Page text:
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“Faith is essential in your success. Faith is needed in almost every area of our lives: work, projects,  and small business endeavors,” – Alex Cook

5 Ways to Prevent Money from Ruining Your Marriage

One of the most popular topics on the website is marriage and money. I am happy about the rising interest to download our FREE eBook “Marriage and Money“. This post is a preview of the lessons you’d learn when you read the eBook. Continue reading to know the 5 ways to prevent money from ruining your marriage

You may also check out our webinar “Strong Finances, Strong Marriage“. Now that your financial future is about to be directly linked with somebody else’s, our virtual course will help you start building a strong financial foundation that is filled with God’s wisdom. 



Marriage is the most exciting and challenging relationship that we’re likely to experience in our lifetime. Two people come together with different personalities, upbringings, values & beliefs about money (even if not obvious at first) and a variety of habits. All of sudden, your financial future is directly linked with somebody else’s. Is it any wonder that so many marriages struggle with personal finances? Actually, it remains the most common reason for divorce.

But there is good news! God has given us much wisdom in his word that can apply to our personal finances. In fact, it surprises most Christians to find that there are more than 2,300 verses in the Bible on money, wealth and possessions.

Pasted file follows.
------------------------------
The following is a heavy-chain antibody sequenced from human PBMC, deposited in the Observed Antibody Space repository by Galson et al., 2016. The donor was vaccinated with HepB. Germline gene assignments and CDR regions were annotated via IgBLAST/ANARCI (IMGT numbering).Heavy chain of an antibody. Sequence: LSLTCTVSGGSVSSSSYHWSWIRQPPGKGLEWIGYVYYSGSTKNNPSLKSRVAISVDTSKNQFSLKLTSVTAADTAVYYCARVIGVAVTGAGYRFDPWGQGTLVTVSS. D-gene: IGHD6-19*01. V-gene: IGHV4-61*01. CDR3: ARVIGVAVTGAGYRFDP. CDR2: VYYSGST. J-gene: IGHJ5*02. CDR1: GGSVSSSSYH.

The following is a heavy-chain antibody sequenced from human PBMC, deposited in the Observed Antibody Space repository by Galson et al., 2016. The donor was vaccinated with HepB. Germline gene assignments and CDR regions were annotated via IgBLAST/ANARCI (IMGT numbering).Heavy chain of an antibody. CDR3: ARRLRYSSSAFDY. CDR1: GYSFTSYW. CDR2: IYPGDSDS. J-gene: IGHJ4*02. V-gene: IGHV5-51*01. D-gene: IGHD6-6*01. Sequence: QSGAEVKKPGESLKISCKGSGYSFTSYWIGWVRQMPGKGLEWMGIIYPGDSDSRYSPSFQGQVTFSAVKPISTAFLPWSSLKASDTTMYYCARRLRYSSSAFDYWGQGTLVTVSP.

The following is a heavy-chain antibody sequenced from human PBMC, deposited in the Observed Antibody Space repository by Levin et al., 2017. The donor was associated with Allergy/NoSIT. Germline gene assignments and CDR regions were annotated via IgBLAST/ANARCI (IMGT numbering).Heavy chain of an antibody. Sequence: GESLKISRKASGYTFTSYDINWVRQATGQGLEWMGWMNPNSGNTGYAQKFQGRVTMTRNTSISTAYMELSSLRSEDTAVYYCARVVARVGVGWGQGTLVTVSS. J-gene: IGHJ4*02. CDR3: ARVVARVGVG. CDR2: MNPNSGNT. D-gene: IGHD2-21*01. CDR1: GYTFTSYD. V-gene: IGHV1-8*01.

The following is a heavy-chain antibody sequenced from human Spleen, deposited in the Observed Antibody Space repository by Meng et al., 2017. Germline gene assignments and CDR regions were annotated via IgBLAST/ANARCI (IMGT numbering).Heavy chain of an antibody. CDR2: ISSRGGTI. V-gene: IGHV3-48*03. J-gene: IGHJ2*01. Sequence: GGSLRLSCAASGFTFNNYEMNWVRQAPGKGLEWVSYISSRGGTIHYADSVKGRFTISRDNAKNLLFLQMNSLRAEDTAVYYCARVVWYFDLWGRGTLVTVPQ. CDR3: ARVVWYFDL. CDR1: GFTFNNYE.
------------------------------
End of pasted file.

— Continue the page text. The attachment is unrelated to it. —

So here are 5 tips to help prevent money from ruining your marriage:

No.1 – Have an Emergency Fund

“A sensible man watches for problems ahead and prepares to meet them. The simpleton never looks, and suffers the consequences”.
Proverbs 22:3

The one guarantee in life is uncertain events. Whether it is job loss, the passing of a loved one, or a family member becoming sick, most of us will experience a life event that can flow through to our financial situation. In the current global economic environment, redundancies are common. The loss of an income can put considerable stress on a couple.

There is a simple solution, an “emergency fund”. This simply means setting aside cash in a bank account for a rainy day. How much is appropriate? Whilst it will vary based on circumstances, a rough rule of thumb is six months of living expenses. This is usually enough to allow time for you to get a new job or adjust to a new reality.

No.2 – Seek to avoid or minimise Debt

The rich rule over the poor, and the borrower becomes the lender’s slave.
Proverbs 22:7

Nothing causes stress like a mountain of debt that needs to be repaid. The pressure of missing repayments, dealing with creditor phone calls, or experiencing a default event, can place enormous pressure on a marriage.

Debt in our society has become so normalised that few people stop to question it. The Bible paints a different picture of debt. In fact, all the passages on debt could best be described as warning messages about the potential harm that it can do.